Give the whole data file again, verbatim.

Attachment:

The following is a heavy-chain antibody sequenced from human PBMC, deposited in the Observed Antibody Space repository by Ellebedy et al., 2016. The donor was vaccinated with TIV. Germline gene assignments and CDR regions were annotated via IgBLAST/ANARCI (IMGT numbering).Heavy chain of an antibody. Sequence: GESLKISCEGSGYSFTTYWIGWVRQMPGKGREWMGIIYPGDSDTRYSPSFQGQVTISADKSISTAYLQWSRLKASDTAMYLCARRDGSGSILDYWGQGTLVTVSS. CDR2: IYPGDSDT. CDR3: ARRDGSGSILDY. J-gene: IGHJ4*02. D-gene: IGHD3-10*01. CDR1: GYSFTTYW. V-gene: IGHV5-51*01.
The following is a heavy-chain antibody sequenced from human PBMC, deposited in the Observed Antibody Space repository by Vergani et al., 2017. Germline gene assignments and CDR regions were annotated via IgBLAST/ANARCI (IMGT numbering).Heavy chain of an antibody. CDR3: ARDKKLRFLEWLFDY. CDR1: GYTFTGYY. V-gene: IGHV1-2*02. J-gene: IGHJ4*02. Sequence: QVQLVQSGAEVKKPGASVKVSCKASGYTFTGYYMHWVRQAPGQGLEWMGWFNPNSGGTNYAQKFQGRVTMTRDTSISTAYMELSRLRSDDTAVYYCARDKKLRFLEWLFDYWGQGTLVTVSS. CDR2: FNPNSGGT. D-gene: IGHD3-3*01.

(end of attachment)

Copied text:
The following is a heavy-chain antibody sequenced from human PBMC, deposited in the Observed Antibody Space repository by Ellebedy et al., 2016. The donor was vaccinated with TIV. Germline gene assignments and CDR regions were annotated via IgBLAST/ANARCI (IMGT numbering).Heavy chain of an antibody. Sequence: GESLKISCEGSGYSFTTYWIGWVRQMPGKGREWMGIIYPGDSDTRYSPSFQGQVTISADKSISTAYLQWSRLKASDTAMYLCARRDGSGSILDYWGQGTLVTVSS. CDR2: IYPGDSDT. CDR3: ARRDGSGSILDY. J-gene: IGHJ4*02. D-gene: IGHD3-10*01. CDR1: GYSFTTYW. V-gene: IGHV5-51*01.
The following is a heavy-chain antibody sequenced from human PBMC, deposited in the Observed Antibody Space repository by Vergani et al., 2017. Germline gene assignments and CDR regions were annotated via IgBLAST/ANARCI (IMGT numbering).Heavy chain of an antibody. CDR3: ARDKKLRFLEWLFDY. CDR1: GYTFTGYY. V-gene: IGHV1-2*02. J-gene: IGHJ4*02. Sequence: QVQLVQSGAEVKKPGASVKVSCKASGYTFTGYYMHWVRQAPGQGLEWMGWFNPNSGGTNYAQKFQGRVTMTRDTSISTAYMELSRLRSDDTAVYYCARDKKLRFLEWLFDYWGQGTLVTVSS. CDR2: FNPNSGGT. D-gene: IGHD3-3*01.